Aug 102020
 

100 Spring Gardens, EH8 8EY

Else Inglis

This hospital memorialises Dr Elsie Inglis. Inglis moved to Edinburgh aged 14 and obtained her medical degrees in Scotland, later founding the Medical College for Women and teaching gynaecology there. During WWI, Dr. Inglis started the Scottish Women’s Hospitals for Foreign Service (SWH), independent hospital units staffed by women in France and Siberia, and went to Siberia as the Chief Medical Officer. She was captured and interned there in 1916 and died the day after she returned home to the UK in November 1917. Funds from the SWH were used to build this Memorial Hospital, which operated from 1925 to 1988. The gates of this hospital were built in honour of Alexandra Chalmers Watson. Chalmers Watson, the chief controller of the Women’s Army Auxiliary Corps (WAAC) during WWI, worked with Inglis and was involved in founding this hospital.

The Else Inglis Memorial Hospital with nurses and patients in early 20th century.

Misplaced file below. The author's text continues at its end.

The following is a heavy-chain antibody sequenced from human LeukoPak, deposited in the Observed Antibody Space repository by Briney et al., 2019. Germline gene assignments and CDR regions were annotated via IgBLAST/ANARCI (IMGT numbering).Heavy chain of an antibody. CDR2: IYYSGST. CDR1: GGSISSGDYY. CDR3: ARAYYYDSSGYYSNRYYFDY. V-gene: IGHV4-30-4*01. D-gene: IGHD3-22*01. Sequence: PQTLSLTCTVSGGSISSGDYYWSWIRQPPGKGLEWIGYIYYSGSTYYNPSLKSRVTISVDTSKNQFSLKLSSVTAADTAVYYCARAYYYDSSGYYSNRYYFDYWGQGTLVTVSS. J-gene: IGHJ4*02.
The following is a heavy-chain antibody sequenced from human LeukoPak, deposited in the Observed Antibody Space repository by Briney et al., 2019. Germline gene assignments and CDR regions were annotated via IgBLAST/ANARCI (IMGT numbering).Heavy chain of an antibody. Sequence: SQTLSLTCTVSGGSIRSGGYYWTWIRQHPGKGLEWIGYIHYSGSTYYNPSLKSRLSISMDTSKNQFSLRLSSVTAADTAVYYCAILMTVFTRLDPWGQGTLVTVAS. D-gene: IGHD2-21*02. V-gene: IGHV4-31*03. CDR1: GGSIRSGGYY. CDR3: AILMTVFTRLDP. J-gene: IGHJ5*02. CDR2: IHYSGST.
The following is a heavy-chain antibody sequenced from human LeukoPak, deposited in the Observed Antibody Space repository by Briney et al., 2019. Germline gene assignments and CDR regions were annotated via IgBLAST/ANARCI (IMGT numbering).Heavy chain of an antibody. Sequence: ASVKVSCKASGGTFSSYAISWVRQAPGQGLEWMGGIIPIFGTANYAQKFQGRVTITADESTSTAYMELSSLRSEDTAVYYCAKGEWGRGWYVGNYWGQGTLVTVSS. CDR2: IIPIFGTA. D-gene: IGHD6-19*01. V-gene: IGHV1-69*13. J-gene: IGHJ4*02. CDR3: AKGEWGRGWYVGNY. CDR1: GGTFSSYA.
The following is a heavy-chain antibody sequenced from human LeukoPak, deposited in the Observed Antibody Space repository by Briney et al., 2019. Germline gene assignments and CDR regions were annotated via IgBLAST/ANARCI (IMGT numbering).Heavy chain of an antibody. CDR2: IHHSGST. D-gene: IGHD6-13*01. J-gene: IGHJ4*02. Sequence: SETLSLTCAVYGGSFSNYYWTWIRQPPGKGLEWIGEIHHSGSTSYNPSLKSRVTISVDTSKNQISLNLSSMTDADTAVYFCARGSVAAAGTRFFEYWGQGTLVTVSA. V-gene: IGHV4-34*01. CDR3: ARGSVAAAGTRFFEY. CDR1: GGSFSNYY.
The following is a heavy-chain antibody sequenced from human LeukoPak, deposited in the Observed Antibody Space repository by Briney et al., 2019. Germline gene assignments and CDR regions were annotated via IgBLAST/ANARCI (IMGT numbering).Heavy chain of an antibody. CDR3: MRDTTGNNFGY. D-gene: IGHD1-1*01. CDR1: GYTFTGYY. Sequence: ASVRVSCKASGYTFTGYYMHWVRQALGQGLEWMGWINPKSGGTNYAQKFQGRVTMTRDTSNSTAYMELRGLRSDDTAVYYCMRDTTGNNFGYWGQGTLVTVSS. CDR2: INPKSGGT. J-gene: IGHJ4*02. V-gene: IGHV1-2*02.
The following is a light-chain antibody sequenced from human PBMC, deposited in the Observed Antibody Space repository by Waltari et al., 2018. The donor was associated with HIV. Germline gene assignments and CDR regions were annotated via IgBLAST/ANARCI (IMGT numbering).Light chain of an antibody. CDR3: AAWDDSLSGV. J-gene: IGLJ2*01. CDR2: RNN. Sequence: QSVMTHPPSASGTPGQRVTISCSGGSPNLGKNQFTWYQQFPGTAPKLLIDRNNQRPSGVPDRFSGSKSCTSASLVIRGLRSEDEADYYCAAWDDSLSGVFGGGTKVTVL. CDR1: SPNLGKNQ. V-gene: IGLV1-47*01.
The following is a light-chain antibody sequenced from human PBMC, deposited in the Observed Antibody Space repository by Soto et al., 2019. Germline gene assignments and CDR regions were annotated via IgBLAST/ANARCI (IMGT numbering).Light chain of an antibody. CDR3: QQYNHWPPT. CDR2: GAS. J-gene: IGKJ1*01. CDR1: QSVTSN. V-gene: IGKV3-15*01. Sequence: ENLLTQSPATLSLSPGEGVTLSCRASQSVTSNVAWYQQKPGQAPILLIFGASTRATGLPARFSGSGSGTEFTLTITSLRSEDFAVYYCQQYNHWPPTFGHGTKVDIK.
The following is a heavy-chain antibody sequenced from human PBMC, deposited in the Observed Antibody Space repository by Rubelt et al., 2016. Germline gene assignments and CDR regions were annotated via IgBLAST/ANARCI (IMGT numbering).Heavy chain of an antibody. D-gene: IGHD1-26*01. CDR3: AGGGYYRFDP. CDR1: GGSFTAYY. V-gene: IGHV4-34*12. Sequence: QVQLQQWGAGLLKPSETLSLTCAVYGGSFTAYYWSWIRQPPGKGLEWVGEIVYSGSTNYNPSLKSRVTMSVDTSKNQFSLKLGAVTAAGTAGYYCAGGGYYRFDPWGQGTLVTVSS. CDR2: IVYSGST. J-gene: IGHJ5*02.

The Else Inglis Memorial Hospital is now a residential building (2012, CC-SA by Kim Traynor)
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Apr 032019
 

219 High Street today

219 High Street, Edinburgh, EH1 1PE

On this site, in 1904, Dr Elsie Inglis opened a hospital for women and children, known as The Hospice, and run only by women. Dr Inglis began her study of medicine in 1886, not long after women were first allowed to study the subject, at the Edinburgh School of Medicine for Women, under the tutelage of Dr Sophia Jex-Blake. While at the School, Elsie helped found the Scottish Association for the Medical Education for Women. As well as being a pioneer in maternal care and a prominent suffragist, Elsie sat on the governing board of the Edinburgh Charities Organisations Council, under which name the Association for Improving the Conditions of the Poor was then known, and organised a series of lectures for health visitors and also for mothers. When the First World War was declared in 1914, Elsie was almost 50 and unwell. She offered her services as a surgeon to the War Office only to be told ‘my good lady, go home and sit still.’ Dr Inglis refused to sit still, however, and instead came up with the idea for the Scottish Women’s Hospitals, which went out to France as well as to Serbia to help the soldiers there. In 1916, Inglis become the first woman to receive the Order of the White Eagle, the highest honour Serbia could bestow.

219 High Street today

Plaques on wall at 219 High Street

The Hospice in the High Street – from Elsie Inglis by Eva Shaw McLaren, 1920

Portrait of Dr Elsie Inglis

Photo credits: Lucy Ridley, Ema Smekalova, The History Company, Wellcome Collection

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